Posts Tagged ‘Oxford Companion
Back in grad school, I wrote a paper on the “dop” system. During apartheid, South African vineyard workers were regularly paid in alcohol. The results were predictably horrific. While no longer as common as it once was, this practice still exists. Its consequences are, quite literally, passed on to future generations: many farm laborers are women, and the Western Cape suffers from one of the highest rates of fetal alcohol syndrome in the world.
I thought of all this a few weeks ago, when Human Rights Watch released a depressingly familiar report on human rights violations in South Africa’s wine industry. It was a hot topic among wine people when it came out (see, for example, the post and comments here) and as I followed the debate, something struck me: this was the first time I’d ever heard wine folks talk about the people who actually work in the vineyard. We spend a hell of a lot of time obsessively analyzing pretty much everything else, from rootstocks to yeasts to soil composition, so our silence on this topic is notable.
And it’s not an insignificant point, especially for Americans. According to the Oxford Companion, “few reasonable observers would dispute a claim that [California’s] clandestine, 600,000-member Mexican labor force constitutes CA’s greatest asset in the competitive arena of international fine wine production.” This workforce is not only large and hard-working, but also incredibly skilled and efficient. (No wonder producers were able to replant to Pinot Noir so quickly after “Sideways” came out.)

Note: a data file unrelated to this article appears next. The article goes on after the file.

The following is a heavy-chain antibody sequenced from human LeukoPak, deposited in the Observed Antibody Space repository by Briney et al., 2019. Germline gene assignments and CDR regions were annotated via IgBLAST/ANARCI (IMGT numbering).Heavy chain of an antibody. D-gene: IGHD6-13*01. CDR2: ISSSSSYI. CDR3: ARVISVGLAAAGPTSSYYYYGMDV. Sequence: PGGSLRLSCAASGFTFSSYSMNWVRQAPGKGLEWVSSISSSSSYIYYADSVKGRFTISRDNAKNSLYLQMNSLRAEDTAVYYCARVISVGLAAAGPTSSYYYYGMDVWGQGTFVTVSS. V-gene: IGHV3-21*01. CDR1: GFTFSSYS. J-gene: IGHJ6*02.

And if we’re really serious about the whole “natural wine/great wine is made in the vineyard” thing, then we need to talk to the people who are actually doing all the vine- and grape-coddling we wax rhapsodic about. The more I drink and study wine, the less I care about a given winemaker’s “philosophy” (talk is cheap) and the more I care about execution (how exactly does grafting work, anyway?) As wine writers and educators, my compatriots and I owe it to you to delve deeper here — and as wine consumers, you owe it to yourself to understand and appreciate all the hard work that goes into your glass.